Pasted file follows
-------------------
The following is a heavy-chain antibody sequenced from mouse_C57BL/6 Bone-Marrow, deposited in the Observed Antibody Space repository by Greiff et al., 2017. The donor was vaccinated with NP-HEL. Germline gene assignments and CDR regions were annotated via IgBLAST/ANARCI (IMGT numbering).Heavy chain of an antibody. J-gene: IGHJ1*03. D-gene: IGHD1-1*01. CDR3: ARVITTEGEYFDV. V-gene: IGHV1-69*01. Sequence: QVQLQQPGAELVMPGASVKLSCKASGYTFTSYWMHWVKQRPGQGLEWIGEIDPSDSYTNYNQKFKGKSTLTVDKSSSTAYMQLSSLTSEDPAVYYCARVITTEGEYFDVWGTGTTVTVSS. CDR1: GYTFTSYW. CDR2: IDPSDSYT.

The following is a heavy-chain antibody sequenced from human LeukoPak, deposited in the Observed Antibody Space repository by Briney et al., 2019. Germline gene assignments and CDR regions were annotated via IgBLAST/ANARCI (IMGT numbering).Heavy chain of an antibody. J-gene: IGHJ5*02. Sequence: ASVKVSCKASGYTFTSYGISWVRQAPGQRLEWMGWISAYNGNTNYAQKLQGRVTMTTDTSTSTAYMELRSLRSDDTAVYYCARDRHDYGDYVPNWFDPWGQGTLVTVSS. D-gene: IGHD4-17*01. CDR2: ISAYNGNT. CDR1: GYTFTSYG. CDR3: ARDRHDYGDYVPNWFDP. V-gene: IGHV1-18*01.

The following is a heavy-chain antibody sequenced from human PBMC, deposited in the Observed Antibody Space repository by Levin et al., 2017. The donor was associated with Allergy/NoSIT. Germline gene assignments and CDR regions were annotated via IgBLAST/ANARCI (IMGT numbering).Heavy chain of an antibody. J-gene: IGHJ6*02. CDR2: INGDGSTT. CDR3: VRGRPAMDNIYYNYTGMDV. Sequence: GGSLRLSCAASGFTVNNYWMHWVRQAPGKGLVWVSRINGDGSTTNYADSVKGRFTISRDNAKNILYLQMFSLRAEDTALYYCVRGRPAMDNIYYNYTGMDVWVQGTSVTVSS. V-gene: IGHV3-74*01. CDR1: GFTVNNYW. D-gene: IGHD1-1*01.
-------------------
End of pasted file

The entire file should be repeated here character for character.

The following is a heavy-chain antibody sequenced from mouse_C57BL/6 Bone-Marrow, deposited in the Observed Antibody Space repository by Greiff et al., 2017. The donor was vaccinated with NP-HEL. Germline gene assignments and CDR regions were annotated via IgBLAST/ANARCI (IMGT numbering).Heavy chain of an antibody. J-gene: IGHJ1*03. D-gene: IGHD1-1*01. CDR3: ARVITTEGEYFDV. V-gene: IGHV1-69*01. Sequence: QVQLQQPGAELVMPGASVKLSCKASGYTFTSYWMHWVKQRPGQGLEWIGEIDPSDSYTNYNQKFKGKSTLTVDKSSSTAYMQLSSLTSEDPAVYYCARVITTEGEYFDVWGTGTTVTVSS. CDR1: GYTFTSYW. CDR2: IDPSDSYT.

The following is a heavy-chain antibody sequenced from human LeukoPak, deposited in the Observed Antibody Space repository by Briney et al., 2019. Germline gene assignments and CDR regions were annotated via IgBLAST/ANARCI (IMGT numbering).Heavy chain of an antibody. J-gene: IGHJ5*02. Sequence: ASVKVSCKASGYTFTSYGISWVRQAPGQRLEWMGWISAYNGNTNYAQKLQGRVTMTTDTSTSTAYMELRSLRSDDTAVYYCARDRHDYGDYVPNWFDPWGQGTLVTVSS. D-gene: IGHD4-17*01. CDR2: ISAYNGNT. CDR1: GYTFTSYG. CDR3: ARDRHDYGDYVPNWFDP. V-gene: IGHV1-18*01.

The following is a heavy-chain antibody sequenced from human PBMC, deposited in the Observed Antibody Space repository by Levin et al., 2017. The donor was associated with Allergy/NoSIT. Germline gene assignments and CDR regions were annotated via IgBLAST/ANARCI (IMGT numbering).Heavy chain of an antibody. J-gene: IGHJ6*02. CDR2: INGDGSTT. CDR3: VRGRPAMDNIYYNYTGMDV. Sequence: GGSLRLSCAASGFTVNNYWMHWVRQAPGKGLVWVSRINGDGSTTNYADSVKGRFTISRDNAKNILYLQMFSLRAEDTALYYCVRGRPAMDNIYYNYTGMDVWVQGTSVTVSS. V-gene: IGHV3-74*01. CDR1: GFTVNNYW. D-gene: IGHD1-1*01.